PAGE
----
Persistent Alterations of the Autonomic Nervous System after Noncardiac Surgery
Changes in the sympathetic nervous system may be a cause of postoperative cardiovascular complications. The authors hypothesized that changes in both ?-adrenergic receptor (?AR) function (as assessed in lymphocytes) and in sympathetic activity (assessed by plasma catecholamines and by heart rate variability [HRV] measurements obtained from Holter recordings) occur after operation. Methods: The HRV parameters were measured in 28 patients having thoracotomy (n = 14) or laparotomy (n = 14) before and for as long as 6 days after operation. Transthoracic echocardiography was performed before and on postoperative day 2. Lymphocytes were also isolated from blood obtained before anesthesia and again on postoperative days 1, 2, 3, and 5 (or 6). They were used to examine ?AR number (Bmax) and cyclic adenosine monophosphate (cAMP) production after stimulation with isoproterenol and prostaglandin E1. In addition, plasma epinephrine, norepinephrine, and cortisol concentrations were determined at similar intervals. Results: After abdominal and thoracic surgery, most time and all frequency indices of HRV decreased significantly, as did Bmax and basal and isoproterenol-stimulated cAMP production. The decrements in HRV correlated with those of Bmax and isoproterenol-stimulated cAMP throughout the first postoperative week and inversely correlated with the increase in heart rate. Plasma catecholamine concentrations did not change significantly from baseline values, but plasma cortisol levels did increase after operation in both groups. Left ventricular ejection fraction was normal in both groups and unaffected by surgery. Conclusions: Persistent downregulation and desensitization of the lymphocyte ?AR/adenylyl cyclase system correlated with decrements in time and frequency domain indices of HRV throughout the first week after major abdominal or thoracic surgery. These physiologic alterations suggest the continued presence of adaptive autonomic regulatory mechanisms and may explain why the at-risk period after major surgery appears to be about 1 week or more.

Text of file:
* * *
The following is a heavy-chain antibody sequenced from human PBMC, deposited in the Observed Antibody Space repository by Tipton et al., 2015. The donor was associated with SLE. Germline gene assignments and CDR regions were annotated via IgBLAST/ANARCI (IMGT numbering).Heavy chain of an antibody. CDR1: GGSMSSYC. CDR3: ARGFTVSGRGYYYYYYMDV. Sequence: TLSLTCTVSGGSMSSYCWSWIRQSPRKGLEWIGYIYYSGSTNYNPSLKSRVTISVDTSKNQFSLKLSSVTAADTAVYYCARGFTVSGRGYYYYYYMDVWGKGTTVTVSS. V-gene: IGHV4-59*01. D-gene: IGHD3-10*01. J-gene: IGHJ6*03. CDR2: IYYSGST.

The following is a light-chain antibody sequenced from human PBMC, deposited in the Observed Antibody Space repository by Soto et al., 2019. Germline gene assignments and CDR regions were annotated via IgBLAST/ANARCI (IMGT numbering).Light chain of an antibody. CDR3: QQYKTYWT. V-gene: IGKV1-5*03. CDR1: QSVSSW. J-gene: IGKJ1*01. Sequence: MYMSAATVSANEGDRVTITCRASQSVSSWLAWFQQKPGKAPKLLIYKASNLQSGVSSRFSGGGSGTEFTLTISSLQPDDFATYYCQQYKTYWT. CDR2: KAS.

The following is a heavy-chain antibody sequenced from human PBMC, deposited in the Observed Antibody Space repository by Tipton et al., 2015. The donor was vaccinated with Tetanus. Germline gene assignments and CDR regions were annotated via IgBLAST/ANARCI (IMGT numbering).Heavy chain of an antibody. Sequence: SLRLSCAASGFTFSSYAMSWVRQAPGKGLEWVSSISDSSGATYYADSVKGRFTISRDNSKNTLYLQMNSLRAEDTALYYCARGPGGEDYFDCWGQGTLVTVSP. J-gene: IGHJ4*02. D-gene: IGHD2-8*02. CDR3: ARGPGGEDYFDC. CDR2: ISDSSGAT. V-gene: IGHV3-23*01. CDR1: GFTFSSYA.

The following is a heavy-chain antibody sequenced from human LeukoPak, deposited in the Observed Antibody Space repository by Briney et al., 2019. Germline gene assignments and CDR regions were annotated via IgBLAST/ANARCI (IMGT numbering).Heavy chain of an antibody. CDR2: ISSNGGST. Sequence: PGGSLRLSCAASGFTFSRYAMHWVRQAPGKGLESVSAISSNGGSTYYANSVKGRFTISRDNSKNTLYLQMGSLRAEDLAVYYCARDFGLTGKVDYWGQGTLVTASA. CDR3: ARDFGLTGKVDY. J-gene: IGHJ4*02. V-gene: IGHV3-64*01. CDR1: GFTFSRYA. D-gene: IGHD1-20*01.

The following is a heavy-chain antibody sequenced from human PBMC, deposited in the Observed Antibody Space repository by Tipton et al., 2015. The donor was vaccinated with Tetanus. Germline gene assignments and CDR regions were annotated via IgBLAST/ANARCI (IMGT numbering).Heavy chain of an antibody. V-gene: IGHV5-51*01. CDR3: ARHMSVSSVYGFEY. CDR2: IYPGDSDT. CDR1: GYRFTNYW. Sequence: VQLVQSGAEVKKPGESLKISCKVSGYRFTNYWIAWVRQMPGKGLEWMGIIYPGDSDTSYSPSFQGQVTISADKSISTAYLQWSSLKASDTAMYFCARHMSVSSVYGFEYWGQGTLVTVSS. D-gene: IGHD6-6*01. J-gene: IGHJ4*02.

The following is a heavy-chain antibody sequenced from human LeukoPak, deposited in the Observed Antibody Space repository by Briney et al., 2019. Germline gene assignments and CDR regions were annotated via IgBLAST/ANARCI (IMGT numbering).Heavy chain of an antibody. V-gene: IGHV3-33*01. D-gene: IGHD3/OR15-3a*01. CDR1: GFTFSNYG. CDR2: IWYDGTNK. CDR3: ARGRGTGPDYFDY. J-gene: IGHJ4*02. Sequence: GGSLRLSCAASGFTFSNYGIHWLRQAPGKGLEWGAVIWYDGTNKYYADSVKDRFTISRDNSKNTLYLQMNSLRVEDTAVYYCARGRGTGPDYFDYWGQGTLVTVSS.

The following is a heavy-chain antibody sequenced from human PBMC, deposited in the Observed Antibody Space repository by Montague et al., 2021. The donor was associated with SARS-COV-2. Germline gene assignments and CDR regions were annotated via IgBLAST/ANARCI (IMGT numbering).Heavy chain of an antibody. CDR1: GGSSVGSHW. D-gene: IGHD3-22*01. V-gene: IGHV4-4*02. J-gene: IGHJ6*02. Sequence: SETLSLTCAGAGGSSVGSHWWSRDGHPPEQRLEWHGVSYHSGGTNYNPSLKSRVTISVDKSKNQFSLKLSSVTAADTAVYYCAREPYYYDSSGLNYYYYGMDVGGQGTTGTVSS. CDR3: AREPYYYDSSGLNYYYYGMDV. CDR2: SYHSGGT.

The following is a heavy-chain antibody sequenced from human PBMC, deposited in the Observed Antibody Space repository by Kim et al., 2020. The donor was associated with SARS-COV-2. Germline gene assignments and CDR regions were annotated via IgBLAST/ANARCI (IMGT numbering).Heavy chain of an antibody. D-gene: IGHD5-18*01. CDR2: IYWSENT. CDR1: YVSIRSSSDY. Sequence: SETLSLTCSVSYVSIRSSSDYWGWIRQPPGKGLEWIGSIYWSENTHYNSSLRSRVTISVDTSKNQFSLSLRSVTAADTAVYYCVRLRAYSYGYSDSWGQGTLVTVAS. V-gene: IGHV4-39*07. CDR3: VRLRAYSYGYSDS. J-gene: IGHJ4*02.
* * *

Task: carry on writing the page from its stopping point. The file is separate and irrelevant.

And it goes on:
Econometrics | Medicine and Health Sciences
Lippincott Wiliams and Wilkins
Amar, D.; Fleisher, M.; Pantuck, C. B.; Shamoon, H.; Zhang, H.; Roistacher, N.; Leung, Denis H. Y.; Ginsburg, I.; and Smiley, R.M..
Persistent Alterations of the Autonomic Nervous System after Noncardiac Surgery. (1998). Anesthesiology. 89, (1), 30-42. Research Collection School Of Economics.
Available at: http://ink.library.smu.edu.sg/soe_research/15
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